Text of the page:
Etymology
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breeze (v.)
1680s, "blow gently," from breeze (n.). Meaning "move briskly" is from 1904. Related: Breezed; breezing.
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dart (v.)

late 14c., darten, "to pierce with a dart" (a sense now obsolete), from dart (n.). Sense of "throw with a sudden thrust" is from 1570s. Intransitive meaning "to move swiftly" is from 1610s; that of "spring or start suddenly and run or move quickly" (like a dart) is from 1610s. Related: Darted; darter; darting.

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jitter (v.)
"to move agitatedly," 1931, American English, of unknown origin; see jitters. Related: Jittered; jittering.
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mobility (n.)

early 15c., "capacity for motion, ability to move or be moved, property of being easily movable," from Old French mobilité "changeableness, inconsistency, fickleness" and directly from Latin mobilitatem (nominative mobilitas) "activity, speed," figuratively "changeableness, fickleness, inconstancy," from mobilis "movable, easy to move" (see mobile (adj.)). Socio-economics sense of "possibility of movement between different social levels" is from 1900 in sociology writing.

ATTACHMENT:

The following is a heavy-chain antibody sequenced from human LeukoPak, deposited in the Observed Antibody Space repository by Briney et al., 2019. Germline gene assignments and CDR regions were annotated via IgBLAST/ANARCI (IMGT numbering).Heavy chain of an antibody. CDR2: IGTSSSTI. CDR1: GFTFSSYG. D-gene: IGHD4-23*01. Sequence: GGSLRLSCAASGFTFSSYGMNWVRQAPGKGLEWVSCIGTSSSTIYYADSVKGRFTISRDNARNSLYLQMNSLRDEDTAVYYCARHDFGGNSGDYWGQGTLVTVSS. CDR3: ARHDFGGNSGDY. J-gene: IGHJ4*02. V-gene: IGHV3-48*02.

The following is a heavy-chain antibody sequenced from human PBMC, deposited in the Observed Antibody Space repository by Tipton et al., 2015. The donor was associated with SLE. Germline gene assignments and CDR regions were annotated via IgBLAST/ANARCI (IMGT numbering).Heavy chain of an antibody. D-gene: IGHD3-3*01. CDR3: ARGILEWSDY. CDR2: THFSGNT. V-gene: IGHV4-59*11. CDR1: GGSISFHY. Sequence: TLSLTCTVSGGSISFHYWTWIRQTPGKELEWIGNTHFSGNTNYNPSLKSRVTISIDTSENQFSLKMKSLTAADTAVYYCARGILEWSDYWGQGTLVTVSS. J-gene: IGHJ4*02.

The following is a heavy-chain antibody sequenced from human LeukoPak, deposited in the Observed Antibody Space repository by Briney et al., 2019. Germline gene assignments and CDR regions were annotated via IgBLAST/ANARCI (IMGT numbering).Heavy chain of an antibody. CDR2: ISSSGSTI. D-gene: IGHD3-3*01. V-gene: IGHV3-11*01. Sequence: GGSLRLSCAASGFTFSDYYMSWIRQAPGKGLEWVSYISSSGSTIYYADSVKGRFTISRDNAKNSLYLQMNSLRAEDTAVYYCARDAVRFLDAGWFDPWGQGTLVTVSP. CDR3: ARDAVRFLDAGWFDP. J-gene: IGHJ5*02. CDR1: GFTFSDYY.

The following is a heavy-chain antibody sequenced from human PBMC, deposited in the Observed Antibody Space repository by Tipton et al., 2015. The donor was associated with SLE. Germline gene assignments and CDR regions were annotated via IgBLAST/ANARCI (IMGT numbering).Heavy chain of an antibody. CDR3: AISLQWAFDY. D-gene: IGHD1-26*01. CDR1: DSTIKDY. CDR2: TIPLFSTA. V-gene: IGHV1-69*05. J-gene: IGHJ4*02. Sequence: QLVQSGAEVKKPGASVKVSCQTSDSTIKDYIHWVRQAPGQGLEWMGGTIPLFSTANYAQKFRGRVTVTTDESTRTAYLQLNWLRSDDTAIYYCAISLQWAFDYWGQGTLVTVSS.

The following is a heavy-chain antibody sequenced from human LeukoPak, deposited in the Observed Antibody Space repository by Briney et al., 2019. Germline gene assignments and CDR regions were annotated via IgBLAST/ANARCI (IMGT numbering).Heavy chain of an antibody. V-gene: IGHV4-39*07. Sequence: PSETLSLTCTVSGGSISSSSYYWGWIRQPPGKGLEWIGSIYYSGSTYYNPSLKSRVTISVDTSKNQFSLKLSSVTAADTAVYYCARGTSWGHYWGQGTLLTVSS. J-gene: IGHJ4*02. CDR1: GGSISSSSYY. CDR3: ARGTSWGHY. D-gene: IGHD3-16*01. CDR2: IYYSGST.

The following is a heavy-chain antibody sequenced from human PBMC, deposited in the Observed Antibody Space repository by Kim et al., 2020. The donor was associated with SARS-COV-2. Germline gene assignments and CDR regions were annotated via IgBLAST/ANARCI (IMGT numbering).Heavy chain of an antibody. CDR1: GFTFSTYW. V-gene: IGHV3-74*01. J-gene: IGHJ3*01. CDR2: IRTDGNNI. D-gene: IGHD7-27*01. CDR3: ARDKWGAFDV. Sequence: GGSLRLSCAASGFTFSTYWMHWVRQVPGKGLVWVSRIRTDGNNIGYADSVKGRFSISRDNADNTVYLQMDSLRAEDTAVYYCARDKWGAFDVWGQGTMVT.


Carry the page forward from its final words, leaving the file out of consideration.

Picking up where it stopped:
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pry (v.2)

"raise or move by force," 1823, from a noun meaning "large lever used to raise or move heavy things, crowbar;" an alteration of prize (as though it were a plural) in its obsolete sense of "lever" (c. 1300), from Old French prise "a taking hold, grasp" (see prize (n.2)).

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affecting (adj.)
"having power to move or excite the feelings," 1720, present-participle adjective from affect (v.1).
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zip (v.1)
"move rapidly," 1852, of echoic origin. Meaning "close with a zipper" is from 1932. Related: Zipped; zipping.
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balky (adj.)
"apt to stop abruptly and refuse to move," 1847, from balk (n.) + -y (2). Related: Balkily; balkiness.
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back (v.)
mid-15c., "to keep something back, hinder," from back (adv.). Meaning "cause to move back" is from 1781. Intransitive sense "move or go back" is from late 15c. Meaning "furnish with a back or backing" is from 1728, from back (n.). Meaning "to support" (as by a bet) is attested from 1540s. Related: Backed; backing.
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skive (v.2)
"evade duty," usually with off, 1919, probably from earlier sense "move lightly and quickly, dart" (1854), of unknown origin. Related: Skived; skiving.
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